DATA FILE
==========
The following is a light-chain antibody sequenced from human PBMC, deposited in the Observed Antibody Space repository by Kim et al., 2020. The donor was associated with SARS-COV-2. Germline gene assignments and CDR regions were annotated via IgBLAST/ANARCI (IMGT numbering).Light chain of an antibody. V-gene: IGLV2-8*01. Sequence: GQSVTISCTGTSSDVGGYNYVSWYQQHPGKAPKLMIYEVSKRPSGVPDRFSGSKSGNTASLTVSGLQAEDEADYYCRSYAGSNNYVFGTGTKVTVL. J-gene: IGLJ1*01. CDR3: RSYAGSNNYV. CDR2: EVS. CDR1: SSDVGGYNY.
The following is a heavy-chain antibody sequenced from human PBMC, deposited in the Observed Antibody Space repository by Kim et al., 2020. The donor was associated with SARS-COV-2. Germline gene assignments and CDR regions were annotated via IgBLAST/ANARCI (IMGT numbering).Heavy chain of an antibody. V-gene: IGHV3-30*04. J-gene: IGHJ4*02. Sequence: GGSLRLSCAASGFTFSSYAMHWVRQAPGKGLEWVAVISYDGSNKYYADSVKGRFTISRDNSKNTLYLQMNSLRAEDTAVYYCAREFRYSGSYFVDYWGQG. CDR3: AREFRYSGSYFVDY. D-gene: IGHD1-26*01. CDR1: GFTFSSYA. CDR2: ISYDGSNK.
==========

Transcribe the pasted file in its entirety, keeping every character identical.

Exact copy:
The following is a light-chain antibody sequenced from human PBMC, deposited in the Observed Antibody Space repository by Kim et al., 2020. The donor was associated with SARS-COV-2. Germline gene assignments and CDR regions were annotated via IgBLAST/ANARCI (IMGT numbering).Light chain of an antibody. V-gene: IGLV2-8*01. Sequence: GQSVTISCTGTSSDVGGYNYVSWYQQHPGKAPKLMIYEVSKRPSGVPDRFSGSKSGNTASLTVSGLQAEDEADYYCRSYAGSNNYVFGTGTKVTVL. J-gene: IGLJ1*01. CDR3: RSYAGSNNYV. CDR2: EVS. CDR1: SSDVGGYNY.
The following is a heavy-chain antibody sequenced from human PBMC, deposited in the Observed Antibody Space repository by Kim et al., 2020. The donor was associated with SARS-COV-2. Germline gene assignments and CDR regions were annotated via IgBLAST/ANARCI (IMGT numbering).Heavy chain of an antibody. V-gene: IGHV3-30*04. J-gene: IGHJ4*02. Sequence: GGSLRLSCAASGFTFSSYAMHWVRQAPGKGLEWVAVISYDGSNKYYADSVKGRFTISRDNSKNTLYLQMNSLRAEDTAVYYCAREFRYSGSYFVDYWGQG. CDR3: AREFRYSGSYFVDY. D-gene: IGHD1-26*01. CDR1: GFTFSSYA. CDR2: ISYDGSNK.